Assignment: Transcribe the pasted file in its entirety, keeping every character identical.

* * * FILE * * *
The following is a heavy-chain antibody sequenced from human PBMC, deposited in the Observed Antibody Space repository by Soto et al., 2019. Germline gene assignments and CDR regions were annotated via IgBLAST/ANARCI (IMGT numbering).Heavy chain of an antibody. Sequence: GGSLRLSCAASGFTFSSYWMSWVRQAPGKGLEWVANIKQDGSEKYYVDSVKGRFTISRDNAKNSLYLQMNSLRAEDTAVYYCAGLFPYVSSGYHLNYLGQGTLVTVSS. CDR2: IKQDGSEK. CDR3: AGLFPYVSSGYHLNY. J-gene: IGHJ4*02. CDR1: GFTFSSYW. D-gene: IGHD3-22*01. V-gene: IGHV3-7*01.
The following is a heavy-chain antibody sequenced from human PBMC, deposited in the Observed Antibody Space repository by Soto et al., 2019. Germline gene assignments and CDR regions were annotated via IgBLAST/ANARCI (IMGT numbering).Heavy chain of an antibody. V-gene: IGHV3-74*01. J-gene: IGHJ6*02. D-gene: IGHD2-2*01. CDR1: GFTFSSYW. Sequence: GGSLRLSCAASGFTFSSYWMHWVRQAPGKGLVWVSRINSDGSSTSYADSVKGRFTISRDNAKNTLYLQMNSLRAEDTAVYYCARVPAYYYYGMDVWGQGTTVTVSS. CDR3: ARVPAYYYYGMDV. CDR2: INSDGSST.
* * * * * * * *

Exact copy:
The following is a heavy-chain antibody sequenced from human PBMC, deposited in the Observed Antibody Space repository by Soto et al., 2019. Germline gene assignments and CDR regions were annotated via IgBLAST/ANARCI (IMGT numbering).Heavy chain of an antibody. Sequence: GGSLRLSCAASGFTFSSYWMSWVRQAPGKGLEWVANIKQDGSEKYYVDSVKGRFTISRDNAKNSLYLQMNSLRAEDTAVYYCAGLFPYVSSGYHLNYLGQGTLVTVSS. CDR2: IKQDGSEK. CDR3: AGLFPYVSSGYHLNY. J-gene: IGHJ4*02. CDR1: GFTFSSYW. D-gene: IGHD3-22*01. V-gene: IGHV3-7*01.
The following is a heavy-chain antibody sequenced from human PBMC, deposited in the Observed Antibody Space repository by Soto et al., 2019. Germline gene assignments and CDR regions were annotated via IgBLAST/ANARCI (IMGT numbering).Heavy chain of an antibody. V-gene: IGHV3-74*01. J-gene: IGHJ6*02. D-gene: IGHD2-2*01. CDR1: GFTFSSYW. Sequence: GGSLRLSCAASGFTFSSYWMHWVRQAPGKGLVWVSRINSDGSSTSYADSVKGRFTISRDNAKNTLYLQMNSLRAEDTAVYYCARVPAYYYYGMDVWGQGTTVTVSS. CDR3: ARVPAYYYYGMDV. CDR2: INSDGSST.